In Edgardo Miranda-Rodriguez’s comics series La Borinqueña, the eponymous superhero swoops down to Puerto Rico to solve problems that range from guiding lost turtles to rescuing people from a hurricane. Turns out the Puerto Rican superwoman comes to the rescue in real life, too.
Miranda-Rodriguez created La Borinqueña five years ago as a superhero who would entertain readers with her superpowered adventures, express Puerto Rican pride, and make more people aware of the island’s economic problems. Just like in the comics, though, there have been unexpected twists, and La Borinqueña and her creator are not only raising awareness of Puerto Rico and its dilemmas, but is also raising cold, hard cash to help Puerto Ricans recover from Hurricane Maria, fend off the pandemic, and move toward self-determination.
The third volume of La Borinqueña (with artist Will Rosado) will come out this month, and Miranda-Rodriguez plans to do a book tour in the fall. He will be bringing chocolate: He contracted with the 92-year-old chocolate maker Chocolate Cortés P.R., to include an original, four-episode La Borinqueña story on the inner wrappers of its bars. Proceeds from the sale of the limited-edition chocolate bars will go to the Fundación Cortés as part of the La Borinqueña Grants Program, which distributes grants to local nonprofits.
Miranda-Rodriguez is the founder of the Somos Arte design studio and was editor-in-chief for Darryl Makes Comics, the comics imprint founded by Run-DMC’s Darryl McDaniels. In 2015, Marvel commissioned McDaniels and Miranda-Rodriguez to create a story for its Guardians of Infinity series (later collected as Guardians of the Galaxy: Tales of the Cosmos). Their story involved the Marvel characters of Groot and The Thing, and since he didn’t know much about outer space, Miranda-Rodriguez decided to set it on the Lower East Side of New York City. One of the characters he created for the comic, an Afro-Puerto Rican grandmother, went viral, and Miranda-Rodriguez started getting invitations to Puerto Rican cultural events.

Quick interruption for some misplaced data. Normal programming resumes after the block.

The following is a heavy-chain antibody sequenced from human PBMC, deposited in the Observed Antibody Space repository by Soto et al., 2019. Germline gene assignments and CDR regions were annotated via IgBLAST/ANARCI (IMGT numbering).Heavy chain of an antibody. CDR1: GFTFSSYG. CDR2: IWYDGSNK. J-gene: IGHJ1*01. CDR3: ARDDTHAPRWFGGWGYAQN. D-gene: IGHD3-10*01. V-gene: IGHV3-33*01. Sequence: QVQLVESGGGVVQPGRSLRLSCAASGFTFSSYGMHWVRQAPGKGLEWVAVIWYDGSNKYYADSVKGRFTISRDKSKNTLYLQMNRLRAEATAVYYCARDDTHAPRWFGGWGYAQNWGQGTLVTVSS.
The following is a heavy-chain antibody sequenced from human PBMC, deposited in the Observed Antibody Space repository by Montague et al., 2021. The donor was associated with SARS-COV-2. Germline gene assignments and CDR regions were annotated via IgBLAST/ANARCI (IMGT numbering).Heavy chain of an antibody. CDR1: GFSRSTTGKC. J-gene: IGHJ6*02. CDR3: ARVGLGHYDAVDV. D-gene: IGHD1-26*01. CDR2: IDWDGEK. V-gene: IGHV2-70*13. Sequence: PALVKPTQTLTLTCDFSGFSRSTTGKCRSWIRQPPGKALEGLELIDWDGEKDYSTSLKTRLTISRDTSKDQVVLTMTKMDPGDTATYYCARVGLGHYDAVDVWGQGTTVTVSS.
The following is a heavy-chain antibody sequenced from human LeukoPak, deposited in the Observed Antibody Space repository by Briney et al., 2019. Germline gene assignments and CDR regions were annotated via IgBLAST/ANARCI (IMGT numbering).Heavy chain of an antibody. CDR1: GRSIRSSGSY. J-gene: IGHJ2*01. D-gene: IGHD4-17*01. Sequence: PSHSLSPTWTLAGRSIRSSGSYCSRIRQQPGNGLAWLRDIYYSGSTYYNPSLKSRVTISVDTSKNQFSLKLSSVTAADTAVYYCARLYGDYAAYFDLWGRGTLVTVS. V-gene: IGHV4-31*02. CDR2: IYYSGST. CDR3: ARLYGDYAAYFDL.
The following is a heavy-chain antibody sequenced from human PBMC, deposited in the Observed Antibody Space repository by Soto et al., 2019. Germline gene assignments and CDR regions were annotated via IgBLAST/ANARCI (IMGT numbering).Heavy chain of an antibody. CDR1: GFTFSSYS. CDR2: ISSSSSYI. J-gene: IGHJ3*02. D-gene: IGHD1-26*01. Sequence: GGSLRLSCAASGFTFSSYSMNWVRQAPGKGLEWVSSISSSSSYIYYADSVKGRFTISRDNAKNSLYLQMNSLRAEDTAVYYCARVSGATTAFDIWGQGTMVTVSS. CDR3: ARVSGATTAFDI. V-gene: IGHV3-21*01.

That sowed the seed for La Borinqueña, which is the name of the Puerto Rican national anthem, and a variation on Borikén, the name the indigenous Taíno people called the island. When he was invited to be part of the 2016 Puerto Rican Day parade in New York, where he lived, Miranda-Rodriguez asked the organizers if they were interested in his character, who at that point was just a concept sketch. They were, so he made up a cover and unveiled it at their press conference. The crowd went wild, and major media outlets, including the New York Times, picked up the story, and Miranda-Rodriguez found himself and his nascent comic book suddenly in demand.
He used the press attention to talk not just about La Borinqueña, but also about the colonial status of Puerto Rico and the economic crisis it was going through; even before the hurricane, the government had an $80 billion debt and no way to pay for it. Miranda-Rodriguez decided to self-publish his comic, because, he said, “If I went to a major publisher and was greenlit, the earliest it would come out would be in two years This was urgent. We need to talk about it now.”
La Borinqueña’s alter ego is Marisol Rios De La Luz, a young Brooklyn resident studying environmental science at Columbia University, who goes to stay with family in Puerto Rico while doing research. She eventually receives her superpowers from a Taino goddess and her sons. Miranda-Rodriguez said that the character of Marisol is not politicized: “She is not liberal or conservative. She’s trying to figure it out. I intentionally wrote a story around the perspective of a college student who gets to go away. When you are living away, it’s a massive paradigm shift. It will either move you closer to the ideology you grew up with or take you in a completely different direction. That’s what I wanted to do with Marisol.”